Unlearning Racism in Geosciences with WICGE


There has been no progress on increasing diversity in geoscience in the last forty years1. Structural racism, sexism, and hostile climates prevent individuals from making geoscience a just and equitable place for all geoscientists2. As a community, we need to address our biases and actively work to be anti-racist to develop more inclusive environments3,4.

This organization supports and advocates for women in coastal geosciences and engineering. However, it is important to recognize that our community members of color face an additional set of obstacles. By advocating for women of color, we lift up all women. A vast amount of research has shown that a rising tide does not lift up all ships. In order to ensure that all women are included and supported in coastal geoscience and engineering, we must focus efforts specifically toward supporting our peers of color.

In acknowledging unfairness in the work setting, it’s crucial to recognize my own experiences as a white woman in geoscience. I’ve personally faced discrimination, but I’ve also come to understand the privilege I hold due to my skin color. Similarly, my identity as a Jewish woman has taught me the pain that communities feel when they are systematically discriminated against, attacked, and excluded. As a white Jewish woman, I believe it’s my duty to leverage my privilege to advocate for historically silenced and excluded geoscientists, especially those who are black, indigenous, and people of color.

I am proud and eager to begin tackling racism in coastal geosciences and engineering with my WICGE peers. Through the program Unlearning Racism in Geoscience (URGE), a group of WICGE members will be learning from the curriculum and developing anti-racist policies that will inform our organization’s operations and support anti-racist policy initiatives that any of our membership can implement at their own institutions. We will share the documents we develop through this course on our website.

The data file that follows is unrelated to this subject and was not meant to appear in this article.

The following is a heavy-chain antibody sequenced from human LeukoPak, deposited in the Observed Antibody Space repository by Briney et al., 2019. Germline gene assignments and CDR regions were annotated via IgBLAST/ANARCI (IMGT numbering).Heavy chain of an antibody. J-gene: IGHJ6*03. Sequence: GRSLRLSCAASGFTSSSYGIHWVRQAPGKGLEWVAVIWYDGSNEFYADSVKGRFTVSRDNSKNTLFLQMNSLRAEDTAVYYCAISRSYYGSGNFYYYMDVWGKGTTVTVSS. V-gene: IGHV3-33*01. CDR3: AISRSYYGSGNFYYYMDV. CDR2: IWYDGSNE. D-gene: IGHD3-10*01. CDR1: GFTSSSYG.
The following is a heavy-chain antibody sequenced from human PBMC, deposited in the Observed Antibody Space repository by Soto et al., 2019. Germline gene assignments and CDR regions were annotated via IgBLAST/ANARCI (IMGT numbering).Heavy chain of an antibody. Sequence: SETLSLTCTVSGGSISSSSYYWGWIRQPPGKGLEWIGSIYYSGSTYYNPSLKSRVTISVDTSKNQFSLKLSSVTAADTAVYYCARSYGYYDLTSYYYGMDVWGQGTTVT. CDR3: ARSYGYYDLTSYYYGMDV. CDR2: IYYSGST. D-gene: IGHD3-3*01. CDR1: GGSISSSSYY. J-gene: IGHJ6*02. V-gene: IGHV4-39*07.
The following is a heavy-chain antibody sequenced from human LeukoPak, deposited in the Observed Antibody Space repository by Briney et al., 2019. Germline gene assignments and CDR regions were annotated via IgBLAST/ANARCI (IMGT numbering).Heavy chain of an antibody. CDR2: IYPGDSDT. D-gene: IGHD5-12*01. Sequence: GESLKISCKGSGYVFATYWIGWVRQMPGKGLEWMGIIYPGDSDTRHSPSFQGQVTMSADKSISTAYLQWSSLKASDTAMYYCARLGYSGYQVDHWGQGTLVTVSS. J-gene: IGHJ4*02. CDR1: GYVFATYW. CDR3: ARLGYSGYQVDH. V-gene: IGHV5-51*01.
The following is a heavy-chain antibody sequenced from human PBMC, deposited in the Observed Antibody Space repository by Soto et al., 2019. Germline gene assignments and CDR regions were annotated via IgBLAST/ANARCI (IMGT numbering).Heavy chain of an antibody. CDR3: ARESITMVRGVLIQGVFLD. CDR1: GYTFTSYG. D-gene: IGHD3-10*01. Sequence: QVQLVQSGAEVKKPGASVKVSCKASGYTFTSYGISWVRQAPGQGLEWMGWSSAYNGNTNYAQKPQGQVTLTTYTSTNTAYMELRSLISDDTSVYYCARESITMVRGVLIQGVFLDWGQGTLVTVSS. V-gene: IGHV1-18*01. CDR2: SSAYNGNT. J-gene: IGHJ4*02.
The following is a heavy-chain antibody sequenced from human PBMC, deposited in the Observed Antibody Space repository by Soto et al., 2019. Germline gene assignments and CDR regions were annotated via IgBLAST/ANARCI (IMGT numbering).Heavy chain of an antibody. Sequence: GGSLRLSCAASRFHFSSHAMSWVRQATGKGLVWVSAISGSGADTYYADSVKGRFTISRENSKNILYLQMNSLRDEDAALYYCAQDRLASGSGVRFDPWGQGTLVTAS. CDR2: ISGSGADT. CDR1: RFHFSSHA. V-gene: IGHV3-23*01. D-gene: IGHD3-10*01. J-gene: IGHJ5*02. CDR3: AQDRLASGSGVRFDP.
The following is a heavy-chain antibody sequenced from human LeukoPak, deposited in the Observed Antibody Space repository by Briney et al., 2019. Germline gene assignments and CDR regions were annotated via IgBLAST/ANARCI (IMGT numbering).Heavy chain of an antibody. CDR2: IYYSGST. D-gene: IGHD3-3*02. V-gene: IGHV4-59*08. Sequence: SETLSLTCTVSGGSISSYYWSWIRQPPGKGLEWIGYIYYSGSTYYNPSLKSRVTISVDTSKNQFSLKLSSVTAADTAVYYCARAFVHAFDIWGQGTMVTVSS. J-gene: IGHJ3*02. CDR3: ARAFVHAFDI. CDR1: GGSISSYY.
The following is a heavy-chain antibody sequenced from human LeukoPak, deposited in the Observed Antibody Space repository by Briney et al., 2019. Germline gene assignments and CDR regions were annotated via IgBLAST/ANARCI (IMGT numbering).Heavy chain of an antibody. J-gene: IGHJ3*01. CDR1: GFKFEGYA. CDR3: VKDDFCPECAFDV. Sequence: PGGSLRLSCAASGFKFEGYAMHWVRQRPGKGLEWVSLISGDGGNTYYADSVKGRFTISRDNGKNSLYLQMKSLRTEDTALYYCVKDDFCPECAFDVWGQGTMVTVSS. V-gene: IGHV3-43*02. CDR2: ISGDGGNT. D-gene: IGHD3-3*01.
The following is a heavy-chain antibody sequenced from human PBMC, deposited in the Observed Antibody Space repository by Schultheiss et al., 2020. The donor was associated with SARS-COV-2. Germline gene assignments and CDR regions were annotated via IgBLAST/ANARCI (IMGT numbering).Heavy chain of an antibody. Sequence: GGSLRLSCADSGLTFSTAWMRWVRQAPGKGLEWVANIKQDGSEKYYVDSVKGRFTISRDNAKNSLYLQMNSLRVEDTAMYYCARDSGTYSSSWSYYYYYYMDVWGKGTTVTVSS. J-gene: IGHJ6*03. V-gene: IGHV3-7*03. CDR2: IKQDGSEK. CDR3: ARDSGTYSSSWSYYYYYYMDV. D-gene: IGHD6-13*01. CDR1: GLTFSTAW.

Racism is a massive, systemic issue. Dismantling it requires both individual action and systemic changes. It can be overwhelming to think about where to start. Learning about racism, discrimination, and systemic oppression is very important, but learning will not fix these issues. We must take actions to individually support peers of color and change the exclusive systems of our institutions, organizations, and companies. Of course, I don’t have all of the answers of what needs to be done. But I can tell you it takes work, just as learning and doing coastal geoscience and engineering does. Everyone can and needs to be involved in solutions for anti-racism. First, think about the influence you hold at your level. What can you change for yourself? What can you change for others?

If you’d like to join us in this URGE course, please contact Rose Palermo (rpalermo@mit.edu) by Friday January 29th, 2021.


[1] Bernard, R.E., Cooperdock, E.H.G., 2018. No progress on diversity in 40 years. Nat. Geosci. 11, 2016–2019. https://doi.org/10.1038/s41561-018-0116-6

[2] Marín-Spiotta, E., Barnes, R.T., Berhe, A.A., Hastings, M.G., Mattheis, A., Schneider, B., Williams, B.M., 2020. Hostile climates are barriers to diversifying the geosciences. Adv. Geosci. 53, 117–127. https://doi.org/10.5194/adgeo-53-117-2020

[3] Dutt, K., 2020. Race and racism in the geosciences. Nat. Geosci. 13, 10–11. https://doi.org/10.1038/s41561-019-0519-z

[4] Kendi, I.X., 2019. How to be an antiracist. One world.

Posted on: 26/01/2021, by :